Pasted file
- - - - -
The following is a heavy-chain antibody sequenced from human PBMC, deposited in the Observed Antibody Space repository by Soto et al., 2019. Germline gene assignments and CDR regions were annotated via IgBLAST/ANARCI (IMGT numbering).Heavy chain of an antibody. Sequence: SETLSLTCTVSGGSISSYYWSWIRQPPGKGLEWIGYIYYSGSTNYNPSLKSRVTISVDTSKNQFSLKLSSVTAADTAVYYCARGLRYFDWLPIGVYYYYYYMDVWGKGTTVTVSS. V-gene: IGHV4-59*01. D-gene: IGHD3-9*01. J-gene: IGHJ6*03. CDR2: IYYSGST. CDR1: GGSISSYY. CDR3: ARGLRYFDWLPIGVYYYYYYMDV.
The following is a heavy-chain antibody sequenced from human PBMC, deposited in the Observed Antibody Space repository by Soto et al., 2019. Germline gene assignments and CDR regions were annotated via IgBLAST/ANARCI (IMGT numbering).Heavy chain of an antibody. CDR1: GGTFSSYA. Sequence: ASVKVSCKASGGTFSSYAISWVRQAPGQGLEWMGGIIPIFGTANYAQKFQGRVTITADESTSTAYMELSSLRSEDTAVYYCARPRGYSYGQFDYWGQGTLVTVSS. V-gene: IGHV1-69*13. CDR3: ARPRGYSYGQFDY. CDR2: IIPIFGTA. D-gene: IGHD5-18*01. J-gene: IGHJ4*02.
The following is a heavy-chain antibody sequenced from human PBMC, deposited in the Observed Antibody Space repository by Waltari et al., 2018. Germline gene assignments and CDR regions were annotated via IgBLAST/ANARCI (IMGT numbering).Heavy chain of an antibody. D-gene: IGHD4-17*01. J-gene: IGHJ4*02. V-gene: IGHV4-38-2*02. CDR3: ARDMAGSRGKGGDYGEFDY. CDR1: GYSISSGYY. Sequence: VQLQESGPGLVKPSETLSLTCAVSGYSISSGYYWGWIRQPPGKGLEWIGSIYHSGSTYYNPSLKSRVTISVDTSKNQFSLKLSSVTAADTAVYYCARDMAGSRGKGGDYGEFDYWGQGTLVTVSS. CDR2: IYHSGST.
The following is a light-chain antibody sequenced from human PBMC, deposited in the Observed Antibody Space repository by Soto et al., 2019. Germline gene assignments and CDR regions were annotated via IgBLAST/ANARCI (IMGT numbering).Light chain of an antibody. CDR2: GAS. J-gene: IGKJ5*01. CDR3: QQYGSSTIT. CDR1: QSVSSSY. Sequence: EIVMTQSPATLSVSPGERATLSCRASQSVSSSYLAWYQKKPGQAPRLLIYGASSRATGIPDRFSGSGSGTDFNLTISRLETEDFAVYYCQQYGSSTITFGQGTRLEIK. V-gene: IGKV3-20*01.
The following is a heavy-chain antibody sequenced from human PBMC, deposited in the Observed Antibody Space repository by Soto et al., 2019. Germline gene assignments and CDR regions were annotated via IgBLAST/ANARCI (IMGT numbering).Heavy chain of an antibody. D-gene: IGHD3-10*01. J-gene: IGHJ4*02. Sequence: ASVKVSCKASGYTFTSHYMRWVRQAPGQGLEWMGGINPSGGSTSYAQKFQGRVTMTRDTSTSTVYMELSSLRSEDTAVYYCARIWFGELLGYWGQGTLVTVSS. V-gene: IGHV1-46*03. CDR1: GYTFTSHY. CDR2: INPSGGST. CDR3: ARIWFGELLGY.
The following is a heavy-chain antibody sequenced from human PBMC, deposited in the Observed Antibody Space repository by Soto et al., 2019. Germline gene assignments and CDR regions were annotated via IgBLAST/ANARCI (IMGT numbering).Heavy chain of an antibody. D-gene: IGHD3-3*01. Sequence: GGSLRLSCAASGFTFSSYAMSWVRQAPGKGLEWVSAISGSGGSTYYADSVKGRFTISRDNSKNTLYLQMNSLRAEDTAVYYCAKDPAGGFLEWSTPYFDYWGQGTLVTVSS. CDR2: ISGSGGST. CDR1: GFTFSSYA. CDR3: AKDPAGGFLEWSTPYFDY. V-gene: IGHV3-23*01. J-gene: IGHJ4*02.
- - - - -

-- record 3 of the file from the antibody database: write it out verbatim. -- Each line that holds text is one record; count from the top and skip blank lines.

The following is a heavy-chain antibody sequenced from human PBMC, deposited in the Observed Antibody Space repository by Waltari et al., 2018. Germline gene assignments and CDR regions were annotated via IgBLAST/ANARCI (IMGT numbering).Heavy chain of an antibody. D-gene: IGHD4-17*01. J-gene: IGHJ4*02. V-gene: IGHV4-38-2*02. CDR3: ARDMAGSRGKGGDYGEFDY. CDR1: GYSISSGYY. Sequence: VQLQESGPGLVKPSETLSLTCAVSGYSISSGYYWGWIRQPPGKGLEWIGSIYHSGSTYYNPSLKSRVTISVDTSKNQFSLKLSSVTAADTAVYYCARDMAGSRGKGGDYGEFDYWGQGTLVTVSS. CDR2: IYHSGST.